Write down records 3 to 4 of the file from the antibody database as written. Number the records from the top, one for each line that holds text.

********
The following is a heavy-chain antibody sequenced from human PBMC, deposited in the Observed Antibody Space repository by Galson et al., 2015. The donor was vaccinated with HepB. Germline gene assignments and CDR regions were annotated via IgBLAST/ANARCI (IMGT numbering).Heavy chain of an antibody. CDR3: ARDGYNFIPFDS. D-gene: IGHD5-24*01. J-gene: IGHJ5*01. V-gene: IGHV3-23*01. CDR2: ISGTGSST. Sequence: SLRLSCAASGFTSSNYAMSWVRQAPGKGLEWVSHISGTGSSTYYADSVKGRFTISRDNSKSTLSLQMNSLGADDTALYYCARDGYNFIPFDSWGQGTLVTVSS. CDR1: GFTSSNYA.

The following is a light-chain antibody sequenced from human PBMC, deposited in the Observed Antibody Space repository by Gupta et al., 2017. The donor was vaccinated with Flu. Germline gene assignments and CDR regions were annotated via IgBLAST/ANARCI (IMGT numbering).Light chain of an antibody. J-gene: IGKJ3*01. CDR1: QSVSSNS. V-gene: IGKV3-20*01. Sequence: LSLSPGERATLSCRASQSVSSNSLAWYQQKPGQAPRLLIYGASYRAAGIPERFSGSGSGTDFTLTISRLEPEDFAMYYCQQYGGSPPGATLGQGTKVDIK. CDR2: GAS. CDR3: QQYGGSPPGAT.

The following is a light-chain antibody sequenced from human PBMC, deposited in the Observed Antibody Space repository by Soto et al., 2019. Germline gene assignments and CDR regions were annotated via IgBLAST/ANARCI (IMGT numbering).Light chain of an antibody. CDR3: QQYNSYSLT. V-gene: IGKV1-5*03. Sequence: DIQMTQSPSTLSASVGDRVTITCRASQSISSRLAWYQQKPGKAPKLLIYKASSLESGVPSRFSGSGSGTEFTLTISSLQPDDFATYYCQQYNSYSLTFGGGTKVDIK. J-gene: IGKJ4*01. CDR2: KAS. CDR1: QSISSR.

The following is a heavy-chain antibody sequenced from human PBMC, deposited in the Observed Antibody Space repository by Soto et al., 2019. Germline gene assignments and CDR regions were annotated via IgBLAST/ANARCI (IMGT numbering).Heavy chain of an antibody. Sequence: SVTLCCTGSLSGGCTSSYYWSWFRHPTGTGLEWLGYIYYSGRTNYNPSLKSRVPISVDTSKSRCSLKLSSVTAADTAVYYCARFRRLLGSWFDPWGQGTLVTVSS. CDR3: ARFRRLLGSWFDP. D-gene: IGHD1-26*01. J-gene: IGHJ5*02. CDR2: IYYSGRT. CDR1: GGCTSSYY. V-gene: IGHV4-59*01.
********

The following is a light-chain antibody sequenced from human PBMC, deposited in the Observed Antibody Space repository by Soto et al., 2019. Germline gene assignments and CDR regions were annotated via IgBLAST/ANARCI (IMGT numbering).Light chain of an antibody. CDR3: QQYNSYSLT. V-gene: IGKV1-5*03. Sequence: DIQMTQSPSTLSASVGDRVTITCRASQSISSRLAWYQQKPGKAPKLLIYKASSLESGVPSRFSGSGSGTEFTLTISSLQPDDFATYYCQQYNSYSLTFGGGTKVDIK. J-gene: IGKJ4*01. CDR2: KAS. CDR1: QSISSR.

The following is a heavy-chain antibody sequenced from human PBMC, deposited in the Observed Antibody Space repository by Soto et al., 2019. Germline gene assignments and CDR regions were annotated via IgBLAST/ANARCI (IMGT numbering).Heavy chain of an antibody. Sequence: SVTLCCTGSLSGGCTSSYYWSWFRHPTGTGLEWLGYIYYSGRTNYNPSLKSRVPISVDTSKSRCSLKLSSVTAADTAVYYCARFRRLLGSWFDPWGQGTLVTVSS. CDR3: ARFRRLLGSWFDP. D-gene: IGHD1-26*01. J-gene: IGHJ5*02. CDR2: IYYSGRT. CDR1: GGCTSSYY. V-gene: IGHV4-59*01.